Don’t immediately accept breath test results: here’s why

On Behalf of | Feb 10, 2021 | DUI/DWI |

Drunk driving allegations have to be taken seriously. If they aren’t, then you could wind up facing penalties that negatively impact your life in a multitude of ways. To start, you might be stripped of your freedom by being forced to serve jail time. Additionally, your license might be suspended or revoked, which can limit your ability to get to your job, your family, and your place of education or worship. Also, the penalties for drunk driving usually also include a hefty fine that can upset your financial stability.

If that’s got you worried, don’t let that fear paralyze you into inaction. Instead, you need to carefully consider the facts of your case and consider whether there are any prosecutorial weaknesses that you can exploit. One place to look is at your Breathalyzer test results. Law enforcement officials and prosecutors tout the accuracy of these devices, and convictions are often based on them.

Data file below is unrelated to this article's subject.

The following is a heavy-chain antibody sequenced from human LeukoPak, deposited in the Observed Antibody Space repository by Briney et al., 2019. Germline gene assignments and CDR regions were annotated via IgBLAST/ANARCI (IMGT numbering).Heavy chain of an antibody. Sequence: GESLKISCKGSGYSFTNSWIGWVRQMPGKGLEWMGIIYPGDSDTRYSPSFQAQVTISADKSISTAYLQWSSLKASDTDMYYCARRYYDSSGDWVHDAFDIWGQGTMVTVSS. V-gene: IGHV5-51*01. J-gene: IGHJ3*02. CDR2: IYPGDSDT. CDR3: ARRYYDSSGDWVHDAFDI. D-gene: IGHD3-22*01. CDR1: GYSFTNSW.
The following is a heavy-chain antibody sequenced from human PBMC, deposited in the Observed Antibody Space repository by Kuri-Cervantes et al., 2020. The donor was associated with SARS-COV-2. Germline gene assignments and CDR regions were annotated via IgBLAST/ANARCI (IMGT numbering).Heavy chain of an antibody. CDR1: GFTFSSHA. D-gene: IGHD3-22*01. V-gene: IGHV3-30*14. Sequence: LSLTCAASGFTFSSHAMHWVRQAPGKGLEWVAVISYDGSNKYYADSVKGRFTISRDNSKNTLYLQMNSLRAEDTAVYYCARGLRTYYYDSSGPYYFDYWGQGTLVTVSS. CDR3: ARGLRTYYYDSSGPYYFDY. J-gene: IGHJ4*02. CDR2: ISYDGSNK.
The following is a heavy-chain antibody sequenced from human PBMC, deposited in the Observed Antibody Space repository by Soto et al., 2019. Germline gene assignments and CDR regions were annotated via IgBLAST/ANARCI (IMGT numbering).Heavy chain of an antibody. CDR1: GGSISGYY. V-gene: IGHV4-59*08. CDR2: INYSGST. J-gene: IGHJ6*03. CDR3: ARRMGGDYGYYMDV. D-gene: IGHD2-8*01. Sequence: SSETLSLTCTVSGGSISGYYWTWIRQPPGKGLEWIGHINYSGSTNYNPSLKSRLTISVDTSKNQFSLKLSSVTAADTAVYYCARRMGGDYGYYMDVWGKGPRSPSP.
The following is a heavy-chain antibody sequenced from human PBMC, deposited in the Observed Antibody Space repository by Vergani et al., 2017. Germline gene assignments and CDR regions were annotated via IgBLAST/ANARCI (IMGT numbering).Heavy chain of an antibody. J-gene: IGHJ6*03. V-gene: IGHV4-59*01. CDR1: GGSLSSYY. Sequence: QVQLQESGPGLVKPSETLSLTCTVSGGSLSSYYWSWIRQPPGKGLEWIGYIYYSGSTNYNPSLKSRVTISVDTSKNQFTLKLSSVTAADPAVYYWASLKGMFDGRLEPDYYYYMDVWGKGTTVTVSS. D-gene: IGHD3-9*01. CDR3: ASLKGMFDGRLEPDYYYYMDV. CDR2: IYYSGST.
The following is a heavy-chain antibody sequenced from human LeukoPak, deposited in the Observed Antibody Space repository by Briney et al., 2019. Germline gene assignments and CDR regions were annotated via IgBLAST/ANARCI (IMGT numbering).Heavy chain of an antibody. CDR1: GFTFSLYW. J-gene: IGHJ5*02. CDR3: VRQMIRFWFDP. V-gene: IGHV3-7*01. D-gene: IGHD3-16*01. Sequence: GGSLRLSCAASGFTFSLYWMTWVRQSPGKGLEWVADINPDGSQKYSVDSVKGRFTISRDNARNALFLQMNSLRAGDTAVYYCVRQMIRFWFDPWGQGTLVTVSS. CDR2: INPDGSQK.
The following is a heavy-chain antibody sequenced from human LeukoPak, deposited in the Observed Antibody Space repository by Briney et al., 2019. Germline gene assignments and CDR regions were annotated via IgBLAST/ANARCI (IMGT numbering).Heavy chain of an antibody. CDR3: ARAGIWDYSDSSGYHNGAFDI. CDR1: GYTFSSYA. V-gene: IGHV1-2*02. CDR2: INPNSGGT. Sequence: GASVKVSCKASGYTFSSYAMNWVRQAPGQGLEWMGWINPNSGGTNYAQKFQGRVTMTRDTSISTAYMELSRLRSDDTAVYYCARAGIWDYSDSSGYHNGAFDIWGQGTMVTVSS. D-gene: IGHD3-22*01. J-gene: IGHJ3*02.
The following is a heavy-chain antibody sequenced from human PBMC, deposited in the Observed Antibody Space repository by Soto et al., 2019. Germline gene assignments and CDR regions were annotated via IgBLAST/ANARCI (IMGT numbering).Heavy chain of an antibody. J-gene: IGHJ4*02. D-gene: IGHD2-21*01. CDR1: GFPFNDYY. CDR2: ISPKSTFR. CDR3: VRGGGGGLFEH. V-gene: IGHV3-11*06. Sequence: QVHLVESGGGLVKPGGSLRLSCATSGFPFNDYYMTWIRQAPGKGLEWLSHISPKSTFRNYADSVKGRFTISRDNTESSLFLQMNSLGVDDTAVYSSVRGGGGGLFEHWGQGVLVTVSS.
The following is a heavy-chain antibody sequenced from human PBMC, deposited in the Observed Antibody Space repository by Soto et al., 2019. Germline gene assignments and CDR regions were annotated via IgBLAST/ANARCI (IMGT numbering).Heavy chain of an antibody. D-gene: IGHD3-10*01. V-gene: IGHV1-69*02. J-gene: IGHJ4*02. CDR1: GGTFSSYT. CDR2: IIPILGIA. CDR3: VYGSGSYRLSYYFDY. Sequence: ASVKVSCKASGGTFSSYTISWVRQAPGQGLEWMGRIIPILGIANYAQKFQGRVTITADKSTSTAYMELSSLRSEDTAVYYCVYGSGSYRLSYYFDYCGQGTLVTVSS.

Yet, the truth of the matter is that these results can be wildly inaccurate. In fact, one study found that Breathalyzer test results can be off by as much as 50%. This could mean the difference between being legally drunk and not. Of course, this margin of error, though significant, doesn’t mean much for those whose test results show very high levels of breath alcohol content. However, it could have severe ramifications for individuals who are acting completely within the bounds of the law.

There may be many additional factors that contribute to inaccurate breath test results. Improper storage and calibration of the device can lead to inaccuracies, and so, too, can failing to follow established protocols when administering the test.

Therefore, you shouldn’t simply sit back and accept the breath test results being used against you as accurate. An experienced criminal defense attorney may be able to help you assess your case and determine the best course of action when it comes to protecting your interest, whether that means challenging the evidence to obtain an acquittal or using it as leverage during plea negotiations.